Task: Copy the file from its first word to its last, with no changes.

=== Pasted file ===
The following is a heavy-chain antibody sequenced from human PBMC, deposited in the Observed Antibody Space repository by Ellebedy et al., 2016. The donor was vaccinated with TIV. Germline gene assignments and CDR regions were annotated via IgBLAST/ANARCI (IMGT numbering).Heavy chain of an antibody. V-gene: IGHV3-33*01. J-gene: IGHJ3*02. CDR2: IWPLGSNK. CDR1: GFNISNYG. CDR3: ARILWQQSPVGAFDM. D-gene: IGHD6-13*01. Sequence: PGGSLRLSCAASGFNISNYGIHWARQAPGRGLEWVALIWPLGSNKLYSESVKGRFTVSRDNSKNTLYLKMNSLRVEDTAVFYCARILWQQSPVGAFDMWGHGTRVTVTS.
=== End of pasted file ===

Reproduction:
The following is a heavy-chain antibody sequenced from human PBMC, deposited in the Observed Antibody Space repository by Ellebedy et al., 2016. The donor was vaccinated with TIV. Germline gene assignments and CDR regions were annotated via IgBLAST/ANARCI (IMGT numbering).Heavy chain of an antibody. V-gene: IGHV3-33*01. J-gene: IGHJ3*02. CDR2: IWPLGSNK. CDR1: GFNISNYG. CDR3: ARILWQQSPVGAFDM. D-gene: IGHD6-13*01. Sequence: PGGSLRLSCAASGFNISNYGIHWARQAPGRGLEWVALIWPLGSNKLYSESVKGRFTVSRDNSKNTLYLKMNSLRVEDTAVFYCARILWQQSPVGAFDMWGHGTRVTVTS.